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Can Kids Drink Kombucha? Experts Don’t Love The Thought

It contains caffeine and trace amounts of alcohol.

When you become a parent, you let go of many small luxuries: pooping without an audience, listening to regular music in the car, and having a snack or drink without grabby little hands reaching in for their share. So if your kid samples your kombucha and likes it, it’s natural to wonder, if kids can drink kombucha. Whether your kid is notorious for stealing a sip of whatever drink you have sitting around, or they love kombucha and could finish their own bottle in no time, experts agree that it’s not an ideal beverage for young kids.

Can kids drink kombucha?

Kombucha is a lightly bubbly drink made with sugar and tea (usually black tea), and fermented with bacteria and yeast. The thing about fermentation is that it takes carbohydrates, like sugar, and breaks them down into alcohol. So, while kombucha is technically a non-alcoholic beverage, there could be trace amounts of alcohol in the drink.

“Since kombucha is a fermented drink made from tea, sugar, and yeast, it is usually marketed as a non-alcoholic beverage. Products must contain less than 0.5% alcohol by volume, to be classified as non-alcoholic products,” says Dr. Dorota Szczepaniak, M.D., pediatrician at Seattle Children’s.

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While the amount of alcohol in a store-bought kombucha is going to be really low, experts caution that we just don’t know how that will affect kids, says Lindsey Donovan, MS, RDN, a pediatric clinical dietitian at Wolfson Children’s Hospital of Jacksonville. She advises parents not to give kids kombucha, in part because of the alcohol. “It is smaller amounts, but there’s really not any research or much research at all in pediatrics and kombucha,” she says.

If you make your own kombucha at home or your child has access to it at a friend’s house, it’s probably not safe for your kid to partake. When it’s homemade, it’s very hard to guess how much alcohol is actually in the beverage. “Prior studies have found that kombucha beverages can become very acidic and may contain levels of alcohol up to around 2.5%, which can be a potential health risk to children and a developing pregnancy,” says Szczepaniak. She says to keep homemade kombucha away from any kids under the age of 16.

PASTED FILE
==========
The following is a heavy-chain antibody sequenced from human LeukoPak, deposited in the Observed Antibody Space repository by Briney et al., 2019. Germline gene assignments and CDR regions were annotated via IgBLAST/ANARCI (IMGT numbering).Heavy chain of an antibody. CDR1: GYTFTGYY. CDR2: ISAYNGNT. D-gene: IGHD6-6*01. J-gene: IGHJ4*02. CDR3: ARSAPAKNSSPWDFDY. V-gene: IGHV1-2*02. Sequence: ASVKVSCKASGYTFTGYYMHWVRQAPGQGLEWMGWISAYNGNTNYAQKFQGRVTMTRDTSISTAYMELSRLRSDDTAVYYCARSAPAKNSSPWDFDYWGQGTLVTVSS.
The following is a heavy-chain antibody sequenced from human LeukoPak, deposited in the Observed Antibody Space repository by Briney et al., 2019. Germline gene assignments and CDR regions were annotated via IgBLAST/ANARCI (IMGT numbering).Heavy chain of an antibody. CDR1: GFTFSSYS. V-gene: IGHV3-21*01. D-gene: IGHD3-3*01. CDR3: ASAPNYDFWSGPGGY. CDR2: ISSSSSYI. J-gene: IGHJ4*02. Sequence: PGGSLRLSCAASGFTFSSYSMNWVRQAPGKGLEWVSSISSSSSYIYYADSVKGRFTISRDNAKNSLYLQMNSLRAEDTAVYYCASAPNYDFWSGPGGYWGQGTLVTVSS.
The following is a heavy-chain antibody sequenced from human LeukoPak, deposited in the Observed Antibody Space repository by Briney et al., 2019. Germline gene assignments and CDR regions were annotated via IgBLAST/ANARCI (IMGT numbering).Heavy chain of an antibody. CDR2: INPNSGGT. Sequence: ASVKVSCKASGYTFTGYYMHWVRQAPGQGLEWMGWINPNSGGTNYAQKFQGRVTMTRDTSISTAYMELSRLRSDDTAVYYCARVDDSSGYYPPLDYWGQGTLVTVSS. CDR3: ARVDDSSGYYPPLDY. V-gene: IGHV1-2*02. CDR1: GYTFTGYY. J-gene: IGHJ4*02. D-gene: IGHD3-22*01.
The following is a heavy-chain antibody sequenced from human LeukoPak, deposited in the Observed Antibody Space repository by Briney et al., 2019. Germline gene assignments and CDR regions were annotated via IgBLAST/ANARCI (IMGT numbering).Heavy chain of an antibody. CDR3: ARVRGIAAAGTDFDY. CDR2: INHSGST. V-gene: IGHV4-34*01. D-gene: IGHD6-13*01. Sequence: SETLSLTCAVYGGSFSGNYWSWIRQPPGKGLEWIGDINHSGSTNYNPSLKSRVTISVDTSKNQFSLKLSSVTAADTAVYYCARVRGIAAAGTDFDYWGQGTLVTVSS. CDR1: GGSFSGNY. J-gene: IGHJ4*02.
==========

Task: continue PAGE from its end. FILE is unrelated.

Homemade kombuchas aren’t pasteurized either, Donovan points out, which puts children who drink it at risk for infection, “especially those who may have a compromised immune system.” And because kombucha is a tea-based beverage, it contains caffeine. In general, pediatric health experts caution against kids under 11 having any caffeine at all, and recommend they consume less than 100 mg per day between 12 and 17 years old.

Of course, many adults turn to kombucha for its benefits, specifically as a way to support gut health and get some probiotics in your diet. If that’s why you want to share it with your kids, Donovan recommends reaching instead for yogurt or probiotic supplements formulated for children. Supplements are not regulated by the FDA, so “make sure that it’s third-party verified,” she says.

So, it sounds like the folks who know pediatric health aren’t into the idea of sharing kombucha with your kids. But since it’s kind of pricey anyway, maybe that’s a good thing.


Lindsey Donovan, MS, RDN, a pediatric clinical dietitian at Wolfson Children’s Hospital of Jacksonville

Dr. Dorota Szczepaniak, M.D., pediatrician at Seattle Children’s